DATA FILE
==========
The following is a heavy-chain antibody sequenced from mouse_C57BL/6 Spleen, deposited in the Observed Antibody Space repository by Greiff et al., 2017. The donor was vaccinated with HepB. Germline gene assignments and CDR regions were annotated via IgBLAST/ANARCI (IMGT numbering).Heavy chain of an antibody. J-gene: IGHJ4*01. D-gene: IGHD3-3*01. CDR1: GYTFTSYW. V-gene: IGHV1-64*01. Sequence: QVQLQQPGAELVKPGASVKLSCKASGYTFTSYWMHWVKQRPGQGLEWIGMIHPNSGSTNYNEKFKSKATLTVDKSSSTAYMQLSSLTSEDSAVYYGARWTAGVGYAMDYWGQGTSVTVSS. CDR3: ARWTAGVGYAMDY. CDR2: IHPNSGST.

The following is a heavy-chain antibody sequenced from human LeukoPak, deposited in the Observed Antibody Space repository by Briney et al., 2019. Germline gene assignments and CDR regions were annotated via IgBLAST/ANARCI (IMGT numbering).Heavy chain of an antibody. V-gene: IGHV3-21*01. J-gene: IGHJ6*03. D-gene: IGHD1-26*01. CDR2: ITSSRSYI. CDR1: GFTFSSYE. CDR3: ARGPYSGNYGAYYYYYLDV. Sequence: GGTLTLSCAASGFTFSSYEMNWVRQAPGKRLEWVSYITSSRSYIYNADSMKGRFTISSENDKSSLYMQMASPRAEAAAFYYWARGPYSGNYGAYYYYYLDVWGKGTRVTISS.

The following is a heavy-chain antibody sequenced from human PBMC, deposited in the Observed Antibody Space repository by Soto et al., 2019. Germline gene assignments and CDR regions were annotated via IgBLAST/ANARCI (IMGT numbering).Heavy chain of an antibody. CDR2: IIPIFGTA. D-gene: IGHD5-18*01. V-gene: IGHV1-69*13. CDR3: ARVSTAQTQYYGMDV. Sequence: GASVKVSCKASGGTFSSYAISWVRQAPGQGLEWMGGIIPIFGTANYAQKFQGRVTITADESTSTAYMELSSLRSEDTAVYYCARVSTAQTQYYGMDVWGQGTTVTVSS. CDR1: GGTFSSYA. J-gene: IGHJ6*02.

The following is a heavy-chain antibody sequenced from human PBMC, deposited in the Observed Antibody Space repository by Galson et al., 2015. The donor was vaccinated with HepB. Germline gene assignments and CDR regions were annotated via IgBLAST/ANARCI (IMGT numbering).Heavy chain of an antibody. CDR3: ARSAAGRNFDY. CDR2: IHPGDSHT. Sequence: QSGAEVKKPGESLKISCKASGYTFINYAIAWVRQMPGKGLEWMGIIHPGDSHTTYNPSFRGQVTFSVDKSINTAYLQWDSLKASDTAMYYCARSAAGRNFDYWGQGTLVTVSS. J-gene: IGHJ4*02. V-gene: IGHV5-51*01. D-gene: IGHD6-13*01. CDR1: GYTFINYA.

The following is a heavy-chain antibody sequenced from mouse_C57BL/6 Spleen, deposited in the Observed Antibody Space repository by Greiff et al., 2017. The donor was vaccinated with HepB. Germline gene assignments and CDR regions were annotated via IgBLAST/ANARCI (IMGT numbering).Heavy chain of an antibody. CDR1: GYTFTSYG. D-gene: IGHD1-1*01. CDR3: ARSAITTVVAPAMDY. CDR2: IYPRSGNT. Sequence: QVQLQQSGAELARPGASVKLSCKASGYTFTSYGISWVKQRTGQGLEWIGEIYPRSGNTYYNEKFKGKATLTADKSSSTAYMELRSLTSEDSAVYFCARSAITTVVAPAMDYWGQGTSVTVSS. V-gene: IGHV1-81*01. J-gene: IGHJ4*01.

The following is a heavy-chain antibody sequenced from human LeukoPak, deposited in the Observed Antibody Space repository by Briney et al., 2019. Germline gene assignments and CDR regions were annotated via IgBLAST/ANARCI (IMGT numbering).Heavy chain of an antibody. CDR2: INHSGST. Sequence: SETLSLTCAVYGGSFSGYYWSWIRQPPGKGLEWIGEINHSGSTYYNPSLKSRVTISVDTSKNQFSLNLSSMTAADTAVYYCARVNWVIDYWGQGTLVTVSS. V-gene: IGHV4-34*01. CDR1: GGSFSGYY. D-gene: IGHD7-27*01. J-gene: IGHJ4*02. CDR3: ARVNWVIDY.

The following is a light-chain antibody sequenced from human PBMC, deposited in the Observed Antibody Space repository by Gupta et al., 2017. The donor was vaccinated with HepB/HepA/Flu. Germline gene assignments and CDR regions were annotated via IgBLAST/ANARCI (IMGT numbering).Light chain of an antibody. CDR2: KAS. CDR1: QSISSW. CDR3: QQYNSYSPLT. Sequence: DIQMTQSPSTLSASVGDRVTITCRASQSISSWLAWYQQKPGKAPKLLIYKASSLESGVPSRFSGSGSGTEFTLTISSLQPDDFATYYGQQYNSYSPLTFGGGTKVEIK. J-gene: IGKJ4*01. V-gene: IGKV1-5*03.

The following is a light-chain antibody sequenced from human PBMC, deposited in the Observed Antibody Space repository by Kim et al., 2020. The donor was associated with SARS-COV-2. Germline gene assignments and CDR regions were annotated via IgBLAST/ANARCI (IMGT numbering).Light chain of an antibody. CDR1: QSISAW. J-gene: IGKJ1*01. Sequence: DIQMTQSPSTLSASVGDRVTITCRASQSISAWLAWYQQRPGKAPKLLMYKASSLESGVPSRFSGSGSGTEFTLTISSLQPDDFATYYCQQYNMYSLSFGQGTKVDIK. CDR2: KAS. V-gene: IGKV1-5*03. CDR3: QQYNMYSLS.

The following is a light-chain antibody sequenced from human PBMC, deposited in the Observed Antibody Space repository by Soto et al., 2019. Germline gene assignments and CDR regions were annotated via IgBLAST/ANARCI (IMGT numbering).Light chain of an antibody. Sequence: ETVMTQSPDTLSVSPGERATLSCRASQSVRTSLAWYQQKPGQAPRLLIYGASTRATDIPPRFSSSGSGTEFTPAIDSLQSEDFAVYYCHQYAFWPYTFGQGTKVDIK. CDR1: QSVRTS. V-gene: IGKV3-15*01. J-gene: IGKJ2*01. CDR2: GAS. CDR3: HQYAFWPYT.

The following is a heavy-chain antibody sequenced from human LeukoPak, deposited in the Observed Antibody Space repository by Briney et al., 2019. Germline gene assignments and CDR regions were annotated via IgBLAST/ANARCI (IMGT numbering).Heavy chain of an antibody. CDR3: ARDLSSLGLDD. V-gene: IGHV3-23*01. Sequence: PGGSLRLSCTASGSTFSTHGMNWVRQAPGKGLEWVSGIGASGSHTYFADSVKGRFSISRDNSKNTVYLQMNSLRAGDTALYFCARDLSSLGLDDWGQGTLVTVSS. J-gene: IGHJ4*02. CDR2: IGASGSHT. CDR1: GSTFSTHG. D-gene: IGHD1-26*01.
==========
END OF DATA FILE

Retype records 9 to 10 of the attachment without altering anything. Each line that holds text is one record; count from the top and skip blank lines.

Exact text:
The following is a light-chain antibody sequenced from human PBMC, deposited in the Observed Antibody Space repository by Soto et al., 2019. Germline gene assignments and CDR regions were annotated via IgBLAST/ANARCI (IMGT numbering).Light chain of an antibody. Sequence: ETVMTQSPDTLSVSPGERATLSCRASQSVRTSLAWYQQKPGQAPRLLIYGASTRATDIPPRFSSSGSGTEFTPAIDSLQSEDFAVYYCHQYAFWPYTFGQGTKVDIK. CDR1: QSVRTS. V-gene: IGKV3-15*01. J-gene: IGKJ2*01. CDR2: GAS. CDR3: HQYAFWPYT.

The following is a heavy-chain antibody sequenced from human LeukoPak, deposited in the Observed Antibody Space repository by Briney et al., 2019. Germline gene assignments and CDR regions were annotated via IgBLAST/ANARCI (IMGT numbering).Heavy chain of an antibody. CDR3: ARDLSSLGLDD. V-gene: IGHV3-23*01. Sequence: PGGSLRLSCTASGSTFSTHGMNWVRQAPGKGLEWVSGIGASGSHTYFADSVKGRFSISRDNSKNTVYLQMNSLRAGDTALYFCARDLSSLGLDDWGQGTLVTVSS. J-gene: IGHJ4*02. CDR2: IGASGSHT. CDR1: GSTFSTHG. D-gene: IGHD1-26*01.